While many might quickly point to Martin Scorsese as an immediate influence on Good Time (and he is indeed thanked prominently in the closing credits), the Safdie’s are pulling from much more disreputable 42nd Street styled grindhouse fare and elevating it to more artistic levels. Looking grainy, occasionally neon splashed, and alternating between almost pitch black and blinding fluorescent lighting, the Safdies have created their second film in a row with expert, underrated cinematographer Sean Price Williams that looks and feels like being trapped inside someone else’s bad hangover. It’s meant as a compliment, as I doubt that Safdies would ever want to create a motion picture that feels at all artificial and forced, and Good Time and their previous effort Heaven Knows What (one of the very best films of 2014 and also about unhealthy expressions of love) are meant to balance visual sleekness with narrative ugliness in ways that should make Nicolas Winding Refn jealous.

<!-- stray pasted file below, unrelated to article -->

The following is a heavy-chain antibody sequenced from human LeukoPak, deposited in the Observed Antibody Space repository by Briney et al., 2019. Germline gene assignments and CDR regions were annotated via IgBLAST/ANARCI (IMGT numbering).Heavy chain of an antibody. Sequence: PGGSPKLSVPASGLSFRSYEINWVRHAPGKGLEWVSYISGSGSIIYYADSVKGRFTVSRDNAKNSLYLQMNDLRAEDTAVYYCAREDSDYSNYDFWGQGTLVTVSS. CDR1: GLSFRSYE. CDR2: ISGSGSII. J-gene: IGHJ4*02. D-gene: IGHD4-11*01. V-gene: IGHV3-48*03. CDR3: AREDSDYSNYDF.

Good Time moves like the viewer is trapped in a paint can shaker, only offering a five minute moment of decompression at the film’s end as a small consolation so audiences can reacclimatize to the world outside the theatre. Connie is a determined man on a mission. He tries to get his girlfriend (Jennifer Jason Leigh) to max out her mom’s credit card to get the money. Then he tries kidnapping someone straight out of the hospital. When those plans don’t work, he falls into a scheme to retrieve and quickly unload a Sprite bottle filled with uncut liquid acid that was dropped in an amusement park by a fellow low life that was also running from the cops. There isn’t a moment in any of these threads that the Safdies haven’t cranked to eleven, and the nightmarish, propulsive, and strangely catchy score from Daniel Lopatin (better known as Oneohtrix Point Never) enhances the vibe nicely.